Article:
I think these methods have also been applied to the Odyssey: it opens very exciting possibilities:
Professor Hillner writes:
We are delighted to welcome to Sheffield Profs Ana Bazzan, Silvio Dahmen and Sandra Prado (University of Porto Alegre, Brazil). Ana, Silvio and Sandra are Physicists who have extensively worked on developing network algorithms to understand narrative patterns in both fictional and non-fictional literature (including Alice in Wonderland, the Chanson de Roland, Viking Sagas, and documents pertaining to the court of Holy Roman Emperor Frederik II).
They will come to Sheffield from 5-8 November to collaborate with the Leverhulme project 'Gendered Networks in Early Medieval Narratives' based in the History Department, but have also kindly agreed to give a 'masterclass' on 6 November for anyone interested in learning more about mathematical applications of Social Network Analysis (which is currently emerging as a method in Humanities scholarship also).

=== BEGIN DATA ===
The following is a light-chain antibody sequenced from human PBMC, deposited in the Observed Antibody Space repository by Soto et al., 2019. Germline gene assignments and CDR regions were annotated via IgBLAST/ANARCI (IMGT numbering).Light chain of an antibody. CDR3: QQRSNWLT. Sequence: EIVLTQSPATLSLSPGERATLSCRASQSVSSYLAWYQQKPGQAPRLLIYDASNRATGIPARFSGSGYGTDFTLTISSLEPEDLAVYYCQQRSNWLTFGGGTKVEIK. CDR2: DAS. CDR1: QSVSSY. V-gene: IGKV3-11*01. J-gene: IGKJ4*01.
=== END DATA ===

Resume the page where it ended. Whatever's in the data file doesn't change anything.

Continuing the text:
This is a unique opportunity to hear Physicists speak about their work with historical and literary sources and discuss the benefits and challenges of interdisciplinary collaborations between Humanities scholars and Network Scientists. A flyer is attached. Please register your interest by 26 October.
N.B. no mathematical knowledge needed at all to participate in this! Ana, Silvio and Sandra will provide the maths.
To start off a new season of posts, here's a big bang! It's an old photograph, dating back, I suppose, to March 1944, and I'm afraid I can't acknowledge it properly but it's particularly topical because of the recent new excavations at Pompeii that have uncovered some wonderful things. Including the new graffito. That and the new finds are a topic to which I will undoubtedly return. As always, comments below would be welcome.
Sheffield branch of the Classical Association, founded in 1920